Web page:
Lucid Culture

JAZZ, CLASSICAL MUSIC AND THE ARTS IN NEW YORK CITY

A Somber Joe Maneri Tribute

It seems that more and more frequently these days, there’s a time lapse between when jazz albums are recorded and when they’re released. The Noah Kaplan Quartet’s Joe Maneri homage, Descendants, was recorded in 2008 and is out now on the estimable German label Hat Hut. As you would expect, it’s a series of free improvisations by a crew with considerable chemistry and collaborative sensitivity: alongside Kaplan, a Maneri acolyte who plays tenor and soprano sax, there’s perennially interesting individualist Joe Morris on guitar, Kaplan’s Dollshot bandmate Giacomo Merega on bass guitar and Jason Nazary on drums. The album begins with a ballad in disguise and ends with a tone poem. Melodic resolution is defiantly resisted whenever it’s hinted at, which is infrequently: an austere, sometimes acidic, frequently elegaic quality persists throughout the album’s six tracks.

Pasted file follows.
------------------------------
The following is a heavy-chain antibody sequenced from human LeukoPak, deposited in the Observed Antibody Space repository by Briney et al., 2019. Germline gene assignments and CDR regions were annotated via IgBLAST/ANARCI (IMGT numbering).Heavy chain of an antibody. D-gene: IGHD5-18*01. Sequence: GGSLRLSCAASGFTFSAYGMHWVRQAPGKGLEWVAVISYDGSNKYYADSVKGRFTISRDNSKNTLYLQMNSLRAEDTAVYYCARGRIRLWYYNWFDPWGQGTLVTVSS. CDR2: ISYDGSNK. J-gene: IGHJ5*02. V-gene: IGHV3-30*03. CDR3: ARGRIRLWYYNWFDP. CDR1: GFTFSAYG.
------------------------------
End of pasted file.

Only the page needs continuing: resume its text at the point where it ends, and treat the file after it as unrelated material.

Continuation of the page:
The side of Kaplan that isn’t represented here is his wit: Dollshot, his improvisational chamber-rock project with his singer sister Rosalie, delightfully and often cruelly reinvents early 20th century art-song. Instead, his microtonal inflections here evoke more somber emotions, crying, quietly wailing or sirening, sliding gracefully up and down between semiquavers, often straining against the pull of a central tone that appears only by implication. And the band is doing a whole lot of thinking on their feet here along with Kaplan: there’s more pitch-and-follow than there is intricate interplay. Often it’s Merega who holds down the center or establishes a rhythm for the other group members to pull into focus and then back away from. Morris’ casually biting jangle and stinging, trebly tone are perfect for this unit, whether he’s alluding to a big expansive arpeggio, spinning out raindrops for the rest of the unit to run between, or adding incisive accents. Nazary’s presence is affectingly ghostly more often than not, often confined to ominously looming or echoing atmospherics than actual propulsion: as the album cover image (crow on a dead tree limb, stormclouds in the background) indicates, this is dark music. And it’s more or less quiet music: only one of the segments features the kind of atonal bluster commonly associated with this style of  jazz. For those who play this kind of music, there’s plenty of inspiration here: the way Nazary casually punches in to fill out Merega’s insistent pulse on the twelve-minute title track; Morris circling Kaplan, and then the two switching roles, in the cold late-afternoon drizzle atmosphere of the following cut; and the mysterioso rise and fall of the waves of the band together on the final segment. People who need a catchy beat and a singalong melody will have to look elsewhere, but for those who can’t resist an album of strange, sometimes harsh, sometimes hypnotic tonalities, this is an inspiring listen. Joe Maneri, who knew a little something about that stuff, would approve.